In a newly-published survey Frost, Jones and Rose (2016, p. 51) argue that...

For publications by more than three authors or editors, cite the first name listed in the work followed by et al. et al is from Latin and translates as "and others":

In-text:

Design and technology is not just about making things (Cross et al., 2016, p. 162)...

Reference list:

Cross, A., Borthwick, A., Beswick, K., Board, J. and Chippindall, J. (2016) Curious learners in Primary maths, science, computing and DT. London: SAGE.

NOTE All authors'/editors' names would be given in your reference list (no matter how many there are) so that each author or editor can receive credit for their research and published work.

3.5 End-text citation

Gives full details of items cited in the text and directs the reader to the original source you are referring to.

See section 3.8 Reference list/bibliography conventions below, and look at the examples table for information on how to create this part of the reference.

In order to identify your sources clearly you will need to use both in-text citations and full references.

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3.6. Secondary referencing

It is sometimes the case that you wish to refer to, or quote from, a source which you have not read yourself, but which has been cited in a work that you have consulted. This is called ‘secondary referencing’ as you have not read the original piece of work.

Wherever possible, you should always try and read the original because by quoting a secondary reference, you are relying on the author you are reading to give a fair reflection of the contents of the original work.

If you have to give a secondary reference in your work, you must make it clear that you have not read the original. Use a phrase such as 'cited in' or 'quoted in' and give the page number on which your source cited that information. For example:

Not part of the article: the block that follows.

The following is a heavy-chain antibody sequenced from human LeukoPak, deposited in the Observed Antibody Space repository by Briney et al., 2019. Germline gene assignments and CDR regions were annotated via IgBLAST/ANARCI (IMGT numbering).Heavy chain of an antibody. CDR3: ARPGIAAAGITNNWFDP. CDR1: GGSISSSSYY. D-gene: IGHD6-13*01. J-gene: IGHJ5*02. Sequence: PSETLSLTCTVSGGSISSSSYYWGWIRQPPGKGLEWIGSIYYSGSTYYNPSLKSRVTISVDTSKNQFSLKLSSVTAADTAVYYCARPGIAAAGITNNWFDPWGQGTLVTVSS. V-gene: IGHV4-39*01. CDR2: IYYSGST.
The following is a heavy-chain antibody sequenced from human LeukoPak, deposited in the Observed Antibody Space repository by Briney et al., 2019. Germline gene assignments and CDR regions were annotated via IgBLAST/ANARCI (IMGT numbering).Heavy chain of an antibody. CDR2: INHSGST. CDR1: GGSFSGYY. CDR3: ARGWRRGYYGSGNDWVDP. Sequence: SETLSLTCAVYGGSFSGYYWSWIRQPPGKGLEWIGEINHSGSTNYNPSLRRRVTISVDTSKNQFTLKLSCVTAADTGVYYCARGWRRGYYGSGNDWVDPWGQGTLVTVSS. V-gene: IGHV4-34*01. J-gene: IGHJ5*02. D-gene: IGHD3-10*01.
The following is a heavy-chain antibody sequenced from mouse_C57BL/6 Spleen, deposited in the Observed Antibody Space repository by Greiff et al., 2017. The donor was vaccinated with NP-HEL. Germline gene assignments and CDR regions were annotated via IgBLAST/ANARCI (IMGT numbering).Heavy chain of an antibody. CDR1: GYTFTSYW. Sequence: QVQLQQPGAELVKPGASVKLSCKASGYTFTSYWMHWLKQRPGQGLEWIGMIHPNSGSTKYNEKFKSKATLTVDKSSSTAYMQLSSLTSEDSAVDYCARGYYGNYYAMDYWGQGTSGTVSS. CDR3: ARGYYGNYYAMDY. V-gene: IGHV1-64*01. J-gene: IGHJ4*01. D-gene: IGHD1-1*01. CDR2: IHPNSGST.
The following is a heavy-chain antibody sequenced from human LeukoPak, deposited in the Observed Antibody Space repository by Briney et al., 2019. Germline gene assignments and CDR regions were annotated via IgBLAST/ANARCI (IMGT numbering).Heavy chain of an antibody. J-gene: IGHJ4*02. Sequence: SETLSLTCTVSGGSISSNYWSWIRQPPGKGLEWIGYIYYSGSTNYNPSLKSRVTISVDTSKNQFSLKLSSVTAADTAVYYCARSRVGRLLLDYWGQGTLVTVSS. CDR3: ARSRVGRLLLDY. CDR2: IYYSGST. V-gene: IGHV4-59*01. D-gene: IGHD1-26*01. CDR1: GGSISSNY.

Campbell (2015, quoted in Day, 2017, p. 6) provides an example...

According to Black (2015, cited in Taylor and MacKay, 2017, p. 65) schools should encourage…

You would only reference the book you have read in your reference list (so Taylor and MacKay using the example above). You cannot include the original works because you haven’t read them.


3.7. How should I set out quotations?


Quotations of up to 3 lines

Use single quote marks around short quotations and include them in the body of the text. For example:

Nutbrown (2014, p. 36) suggests that 'continuity is an essential element of quality'.

Quotations of more than 3 lines

Longer quotations should be entered as a separate paragraph and indented from the main text, without quotation marks. For example:




3.7a Paraphrasing and summarising

Paraphrasing is putting an author’s ideas into your own words. It is a good way of demonstrating that you have understood the arguments and reduces the amount of direct quotes you have in your assignment. It is still important to use page numbers when you paraphrase though, so the reader can find where your information has come from:

In-text:

Turner-Bisset (2017, p. 35) talks about the importance of language development in the early years and relates it to the teaching of history…

You can summarise an entire article or chapter by talking about the main points or research findings from the text. When you are summarising an article or chapter, there is no need to put page numbers in your in-text citations:

In-text:

One important study (Cleeves and Cheng, 2016) covers the whole of the nineteenth century and discusses lots of ideas around…

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3.8 Reference list/bibliography conventions

You will be required to produce a reference list and/or a bibliography, at the end of your assignment.

The reference list only includes sources cited in the text of your assignment as in-text citations. A bibliography appears in the same format as a reference list, but it includes a list of all the sources you consulted for the assignment, and not just the ones you cited.

Please take note of the following conventions: